Mature students studying to become mental health or disability nurses will receive a £5,000 bonus, according to The Guardian
The NHS has promised that it will offer a bonus of £5,000 to mature students if they become mental health or disability nurses.
This scheme is to tackle the nursing shortages in these two areas. They have been identified as priorities and attempting to improve the situation is part of the Long Term Plan.
Mature students over the age of 25 agreeing to qualify to be one of these types of nurses will receive the bonus – described as an ‘earn and learn support premium’.
An official commented: “Improving care for people with mental health conditions and learning disabilities are absolute priorities in the long term plan so it makes sense that we try and incentivise people – mature candidates – to train as nurses in those areas.”
Bursaries for nurses were scrapped in 2016, which has led to a 32% fall in degree courses. Worse still, mature students applying to become mental health and disability nurses has fallen by 40%.
The new incentive initiative will be included in the Long Term Plan, which outlines how the £20.5bn promised by Theresa May should be spent.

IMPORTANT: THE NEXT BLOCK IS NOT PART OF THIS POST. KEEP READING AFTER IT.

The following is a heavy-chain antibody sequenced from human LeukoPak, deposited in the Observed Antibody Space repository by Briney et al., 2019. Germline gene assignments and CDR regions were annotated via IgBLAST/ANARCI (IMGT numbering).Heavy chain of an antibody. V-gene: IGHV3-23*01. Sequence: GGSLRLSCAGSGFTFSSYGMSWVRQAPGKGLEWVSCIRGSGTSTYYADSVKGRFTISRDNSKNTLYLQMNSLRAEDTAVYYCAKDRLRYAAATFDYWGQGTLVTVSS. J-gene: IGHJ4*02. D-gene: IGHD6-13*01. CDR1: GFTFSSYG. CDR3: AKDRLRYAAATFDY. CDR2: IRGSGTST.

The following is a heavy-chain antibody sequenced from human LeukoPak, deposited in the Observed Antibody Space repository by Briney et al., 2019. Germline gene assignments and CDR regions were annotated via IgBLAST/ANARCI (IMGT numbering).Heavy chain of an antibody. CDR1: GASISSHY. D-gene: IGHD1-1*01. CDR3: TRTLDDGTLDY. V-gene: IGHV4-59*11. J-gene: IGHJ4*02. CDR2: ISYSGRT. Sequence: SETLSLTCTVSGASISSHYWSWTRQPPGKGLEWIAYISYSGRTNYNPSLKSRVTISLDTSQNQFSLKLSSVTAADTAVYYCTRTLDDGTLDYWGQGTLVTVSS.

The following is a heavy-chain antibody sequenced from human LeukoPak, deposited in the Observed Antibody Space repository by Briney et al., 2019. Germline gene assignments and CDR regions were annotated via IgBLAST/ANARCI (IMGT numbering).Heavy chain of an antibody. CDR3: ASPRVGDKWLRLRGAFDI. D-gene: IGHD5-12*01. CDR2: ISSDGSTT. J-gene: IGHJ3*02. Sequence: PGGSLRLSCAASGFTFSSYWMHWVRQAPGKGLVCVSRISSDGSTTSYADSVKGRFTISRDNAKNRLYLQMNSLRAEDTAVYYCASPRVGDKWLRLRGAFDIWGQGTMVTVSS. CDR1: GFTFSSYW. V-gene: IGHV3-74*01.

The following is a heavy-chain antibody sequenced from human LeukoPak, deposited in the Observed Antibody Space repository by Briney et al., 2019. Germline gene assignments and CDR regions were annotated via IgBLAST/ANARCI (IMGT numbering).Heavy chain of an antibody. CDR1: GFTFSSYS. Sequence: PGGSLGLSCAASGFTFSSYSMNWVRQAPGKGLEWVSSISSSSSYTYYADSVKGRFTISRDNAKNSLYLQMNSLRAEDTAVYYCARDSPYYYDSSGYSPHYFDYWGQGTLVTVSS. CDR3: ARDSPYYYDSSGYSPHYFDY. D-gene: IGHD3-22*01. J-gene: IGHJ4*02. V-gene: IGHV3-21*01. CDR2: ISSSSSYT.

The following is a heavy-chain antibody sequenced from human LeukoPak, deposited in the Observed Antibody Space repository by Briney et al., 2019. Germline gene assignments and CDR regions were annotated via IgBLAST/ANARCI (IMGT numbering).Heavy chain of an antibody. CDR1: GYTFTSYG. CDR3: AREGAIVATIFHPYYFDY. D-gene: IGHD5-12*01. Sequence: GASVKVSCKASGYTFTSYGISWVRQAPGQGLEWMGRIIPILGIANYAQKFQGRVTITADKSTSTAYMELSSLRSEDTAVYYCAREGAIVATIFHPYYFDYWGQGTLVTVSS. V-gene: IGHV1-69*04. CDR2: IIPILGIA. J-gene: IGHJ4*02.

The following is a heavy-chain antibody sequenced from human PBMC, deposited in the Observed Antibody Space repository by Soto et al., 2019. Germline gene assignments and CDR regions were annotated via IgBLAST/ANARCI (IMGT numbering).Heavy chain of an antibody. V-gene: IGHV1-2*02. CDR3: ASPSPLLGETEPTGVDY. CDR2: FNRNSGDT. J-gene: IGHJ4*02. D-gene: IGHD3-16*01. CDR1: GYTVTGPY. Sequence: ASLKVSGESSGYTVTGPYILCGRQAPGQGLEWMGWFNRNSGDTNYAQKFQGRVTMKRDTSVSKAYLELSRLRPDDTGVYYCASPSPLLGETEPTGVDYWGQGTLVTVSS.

One NHS hospital trust boss, David Munday, said the £5,000 payments were likely to do little to address the shortage of nurses.
“On the face of it, I’m sure this can be painted as positive news, as anything that is done to reverse the significant cuts to some areas of nursing, which certainly include mental health and learning disabilities, is critical”, said Munday.
Munday highlighted the fact that, in May, the Department of Health and Social Care announced a plan in which mature students becoming district, mental health or learning disabilities nurses would actually receive £10,000 – something it failed to release any details of afterwards.
“It’s very hard to understand whether this new plan for £5,000 payments is actually a 50% cut in a previously announced scheme. The government appears to put infinitely more energy into announcing its policies rather than actually implementing them,” said Munday.
Prof Donna Kinnair, the RCN’s acting chief executive, added: “With nursing student numbers falling and the number of unfilled nurse jobs projected to rise as high as 48,000 in the next five years, the situation is desperate.
“This is a small step in the right direction, but this kind of policy would benefit only a very limited group of people. If the government and NHS England want to attract more people to study nursing, and begin to tackle the increasingly dangerous shortfall in nurse numbers, we need more than tinkering.”
A spokesperson for NHS England commented: “Supporting NHS staff and improving NHS mental health and learning disabilities are both priorities for the NHS and earlier this year we launched our largest ever campaign to recruit and train nurses in these specialist fields.”